The Comptroller and Auditor General of India (CAG) has slammed the Maharashtra government for the shoddy condition of tribal boarding schools or ashramshalas in the state.
In a performance audit report presented to the state legislature on August 5, the CAG has observed that these schools were bereft of even basic facilities even as the government had spent several thousand crores on their upkeep. It has also criticised the government for a steady decline in the number of students in these ashramshalas, blaming lack of quality infrastructure in these institutions.
This newspaper had earlier highlighted how many children, including teenage girls, in some of these residential schools had no choice but to bathe in the open and how they were being made to study and sleep in the same room. The Maharashtra Human Rights Commission had pulled up the state government following the newspaper report. Chief Minister Devendra Fadnavis has also ordered an “urgent revamp” of these institutions.
Maharashtra has 1,108 ashramshalas: 552 government-run, the rest government-aided. The CAG’s report has further pointed out that the state had been implementing schemes for tribal welfare without a long-term perspective plan for the past 22 years. “There was also no periodical assessment of the various schemes making it difficult to ascertain if the objective of betterment of the tribal community had been met,” it said.
According to the CAG report, the Maharashtra government spent Rs 3,451.18 crore on various schemes for the betterment of the tribal community between 2010 and 2015, with a large chunk of it — Rs 1,729.57 crore — spent on the management of ashramshalas. However, despite this, admissions to government ashramshalas have steadily declined from 2.07 lakh students in 2011-12 to 1.96 lakh in 2014-15 against a sanctioned strength of 2.63 lakh, the report said. “This was indicative of the fact that the tribal development department had not been able to formulate a viable policy to attract the tribal community to get their wards admitted to government ashramshalas,” it stated.
Auditors claimed to have surveyed 52 government ashramshalas. Most tribal schools lacked basic facilities like toilets, teachers, playgrounds and so on, it found. Information provided by 27 of the 52 ashramshalas showed that at least 12 did not have teachers for Hindi, 10 lacked Mathematics teachers and 17 were without any teachers for Science and Social Science for the past five years, the CAG audit said.
Also, the 52 government ashramshalas with 27,470 students had just 796 toilets and 704 bathrooms, translating to roughly one toilet for 35 students and one bathroom for 39 students.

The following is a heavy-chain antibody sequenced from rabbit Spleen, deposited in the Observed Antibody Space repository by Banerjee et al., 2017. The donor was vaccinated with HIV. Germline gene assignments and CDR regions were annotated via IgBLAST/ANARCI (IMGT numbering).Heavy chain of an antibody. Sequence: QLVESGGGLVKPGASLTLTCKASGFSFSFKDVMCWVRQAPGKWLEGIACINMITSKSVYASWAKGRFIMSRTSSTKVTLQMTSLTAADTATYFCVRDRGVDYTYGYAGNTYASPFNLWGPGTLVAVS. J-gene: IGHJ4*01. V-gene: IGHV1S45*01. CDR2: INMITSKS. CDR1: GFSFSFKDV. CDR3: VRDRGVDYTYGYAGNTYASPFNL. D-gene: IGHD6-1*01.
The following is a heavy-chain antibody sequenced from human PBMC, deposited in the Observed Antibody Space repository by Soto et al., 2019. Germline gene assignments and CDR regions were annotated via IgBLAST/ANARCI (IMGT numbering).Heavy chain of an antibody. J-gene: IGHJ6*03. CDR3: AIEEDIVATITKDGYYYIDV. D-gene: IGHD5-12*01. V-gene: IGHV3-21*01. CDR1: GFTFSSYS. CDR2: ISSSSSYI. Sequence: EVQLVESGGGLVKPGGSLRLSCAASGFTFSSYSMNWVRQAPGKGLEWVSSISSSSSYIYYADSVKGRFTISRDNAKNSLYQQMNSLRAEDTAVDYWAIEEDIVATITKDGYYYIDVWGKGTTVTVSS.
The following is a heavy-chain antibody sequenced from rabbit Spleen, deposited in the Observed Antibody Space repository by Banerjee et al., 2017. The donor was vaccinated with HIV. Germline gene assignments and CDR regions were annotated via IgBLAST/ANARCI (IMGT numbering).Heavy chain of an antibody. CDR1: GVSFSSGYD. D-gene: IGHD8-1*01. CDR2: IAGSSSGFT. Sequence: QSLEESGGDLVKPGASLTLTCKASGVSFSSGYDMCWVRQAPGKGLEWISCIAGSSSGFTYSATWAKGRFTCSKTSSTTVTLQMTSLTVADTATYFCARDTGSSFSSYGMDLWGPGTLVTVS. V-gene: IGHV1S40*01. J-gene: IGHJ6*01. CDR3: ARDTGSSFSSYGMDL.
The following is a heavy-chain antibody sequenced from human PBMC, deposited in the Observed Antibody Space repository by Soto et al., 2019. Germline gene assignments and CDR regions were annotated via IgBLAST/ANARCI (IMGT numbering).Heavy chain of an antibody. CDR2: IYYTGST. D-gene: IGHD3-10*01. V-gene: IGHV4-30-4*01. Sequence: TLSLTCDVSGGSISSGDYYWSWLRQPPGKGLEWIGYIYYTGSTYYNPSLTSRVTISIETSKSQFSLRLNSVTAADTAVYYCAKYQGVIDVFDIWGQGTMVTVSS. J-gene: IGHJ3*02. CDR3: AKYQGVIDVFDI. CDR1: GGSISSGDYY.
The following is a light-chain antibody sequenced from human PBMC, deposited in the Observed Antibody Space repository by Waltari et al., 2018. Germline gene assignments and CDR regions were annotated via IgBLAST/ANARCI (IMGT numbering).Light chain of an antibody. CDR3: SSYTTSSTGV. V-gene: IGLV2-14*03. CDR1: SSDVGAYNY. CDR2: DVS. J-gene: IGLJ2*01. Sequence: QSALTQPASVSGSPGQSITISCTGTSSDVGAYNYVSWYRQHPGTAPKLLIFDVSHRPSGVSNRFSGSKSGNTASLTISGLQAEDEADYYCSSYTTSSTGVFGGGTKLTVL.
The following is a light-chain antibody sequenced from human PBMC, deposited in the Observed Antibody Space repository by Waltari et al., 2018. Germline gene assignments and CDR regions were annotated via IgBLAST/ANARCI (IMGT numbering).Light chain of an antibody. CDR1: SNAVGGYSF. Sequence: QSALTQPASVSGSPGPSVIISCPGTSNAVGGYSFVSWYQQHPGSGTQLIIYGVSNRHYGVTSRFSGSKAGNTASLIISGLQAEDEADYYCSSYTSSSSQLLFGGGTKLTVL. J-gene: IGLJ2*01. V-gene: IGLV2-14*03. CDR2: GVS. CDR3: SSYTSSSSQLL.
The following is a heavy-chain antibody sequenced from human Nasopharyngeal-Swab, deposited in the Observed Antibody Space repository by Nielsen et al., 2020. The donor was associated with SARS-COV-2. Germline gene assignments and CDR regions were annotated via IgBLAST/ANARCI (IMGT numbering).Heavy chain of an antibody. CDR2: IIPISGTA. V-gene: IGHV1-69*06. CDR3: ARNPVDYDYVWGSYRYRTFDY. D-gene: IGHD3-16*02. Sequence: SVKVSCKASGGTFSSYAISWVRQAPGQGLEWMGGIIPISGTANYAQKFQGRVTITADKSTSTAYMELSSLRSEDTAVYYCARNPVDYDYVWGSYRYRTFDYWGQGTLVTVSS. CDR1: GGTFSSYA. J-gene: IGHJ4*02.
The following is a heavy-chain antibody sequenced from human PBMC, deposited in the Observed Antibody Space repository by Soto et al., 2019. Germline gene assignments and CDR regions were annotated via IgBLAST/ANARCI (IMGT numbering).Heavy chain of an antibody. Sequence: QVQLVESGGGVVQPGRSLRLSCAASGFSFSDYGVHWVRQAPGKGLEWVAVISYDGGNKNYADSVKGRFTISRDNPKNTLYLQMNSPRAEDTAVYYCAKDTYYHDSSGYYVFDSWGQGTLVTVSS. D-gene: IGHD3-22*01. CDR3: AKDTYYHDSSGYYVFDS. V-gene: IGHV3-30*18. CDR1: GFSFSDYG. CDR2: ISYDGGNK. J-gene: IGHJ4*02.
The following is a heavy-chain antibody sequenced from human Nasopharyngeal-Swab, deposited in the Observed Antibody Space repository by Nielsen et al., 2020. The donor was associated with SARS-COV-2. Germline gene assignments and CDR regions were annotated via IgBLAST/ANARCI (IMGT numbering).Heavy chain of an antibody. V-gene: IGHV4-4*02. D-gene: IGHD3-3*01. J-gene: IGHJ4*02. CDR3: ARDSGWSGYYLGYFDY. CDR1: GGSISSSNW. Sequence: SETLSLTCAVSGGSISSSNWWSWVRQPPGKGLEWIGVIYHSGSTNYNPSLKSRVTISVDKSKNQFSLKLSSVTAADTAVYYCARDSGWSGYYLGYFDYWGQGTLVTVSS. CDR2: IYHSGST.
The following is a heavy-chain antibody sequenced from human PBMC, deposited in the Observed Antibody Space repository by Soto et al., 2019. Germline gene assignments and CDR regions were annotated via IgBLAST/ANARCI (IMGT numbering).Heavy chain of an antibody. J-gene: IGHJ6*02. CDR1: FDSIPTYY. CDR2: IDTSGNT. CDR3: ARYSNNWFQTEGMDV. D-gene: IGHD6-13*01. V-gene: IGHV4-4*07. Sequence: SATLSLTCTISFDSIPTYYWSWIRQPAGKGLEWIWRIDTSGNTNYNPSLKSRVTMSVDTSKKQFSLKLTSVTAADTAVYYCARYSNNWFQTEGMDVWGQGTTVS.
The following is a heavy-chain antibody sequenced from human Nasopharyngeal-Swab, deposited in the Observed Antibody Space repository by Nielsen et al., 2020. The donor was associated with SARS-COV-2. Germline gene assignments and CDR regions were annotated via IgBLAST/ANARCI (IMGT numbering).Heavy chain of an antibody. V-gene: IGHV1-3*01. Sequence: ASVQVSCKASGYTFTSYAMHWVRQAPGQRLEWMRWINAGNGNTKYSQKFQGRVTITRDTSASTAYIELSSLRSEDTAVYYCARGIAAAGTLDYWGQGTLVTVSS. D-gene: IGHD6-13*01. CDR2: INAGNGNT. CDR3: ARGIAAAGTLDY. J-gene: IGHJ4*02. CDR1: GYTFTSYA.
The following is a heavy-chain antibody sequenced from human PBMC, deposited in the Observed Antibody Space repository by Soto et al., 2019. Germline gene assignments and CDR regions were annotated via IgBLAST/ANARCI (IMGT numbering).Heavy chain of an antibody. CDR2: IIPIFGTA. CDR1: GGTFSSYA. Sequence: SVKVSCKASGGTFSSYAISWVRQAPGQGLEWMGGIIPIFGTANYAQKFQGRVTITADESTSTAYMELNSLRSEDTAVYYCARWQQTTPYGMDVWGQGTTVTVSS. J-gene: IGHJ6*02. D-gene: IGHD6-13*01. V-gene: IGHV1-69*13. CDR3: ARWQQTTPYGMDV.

“The tribal students were also not being provided foodgrains as per the scales prescribed by the department. The catering services contracts with the private service providers for supply of ready-to-eat meals to government hostels were lopsided. There were significant delays in construction of new government ashramshalas and hostels,” it pointed out.
The government procured 1,789 solar water heaters for Rs 28.64 crore for 425 ashramshalas and 79 hostels. However, 76 per cent of the solar water heaters were lying unserviceable in the ashramshalas and hostels. “This not only rendered an expenditure of Rs 21.43 crore in procurement of 1,331 water heaters unfruitful, but also deprived inmates of hot water facilities, especially during winter season,” the CAG report said.
In the state government’s educational and scholarship schemes for educating tribal students in renowned English-medium schools of the cities, a test check of 892 applications for 2010-2015 for Standard I in 16 private schools showed that 63 applications and 54 applications were accepted without caste and income certificates, respectively.
Water transport project
The CAG also rapped the government over its indecision on the proposed passenger water transport project for Mumbai, leading to a wasteful expenditure of nearly Rs 21 crore. The state government changed the implementing agency for the project, originally conceived in 1999, on two occasions – first, the Mumbai Maritime Board, then the Maharashtra State Road Development Corporation and then once again the Mumbai Maritime Board. The two agencies invited bids on five occasions for the east and west coast water transport projects, leading to multiple surveys and feasibility reports amounting to Rs 20.95 crore.
The CAG also criticised the Mumbai Metropolitan Region Development Authority (MMRDA) for spending Rs 4.17 crore on the appointment of an independent engineer for the Charkop-Bandra-Mankhurd Metro, despite the project being unable to take off due to environment hurdles. The project was to be undertaken on a PPP through the MMTPL.
The MMRDA maintained that the expertise of the independent engineer was necessary for activities such as site surveys, identifying utilities and so on, before starting the project.
The authority said the services of the independent engineer would also be required while foreclosing the concession agreement with MMTPL to avoid future litigation. However, the CAG audit said the reply was not acceptable as MMRDA was well aware that in the absence of a clear environment clearance the project was a non-starter, and thus the services of the independent engineer were rendered futile.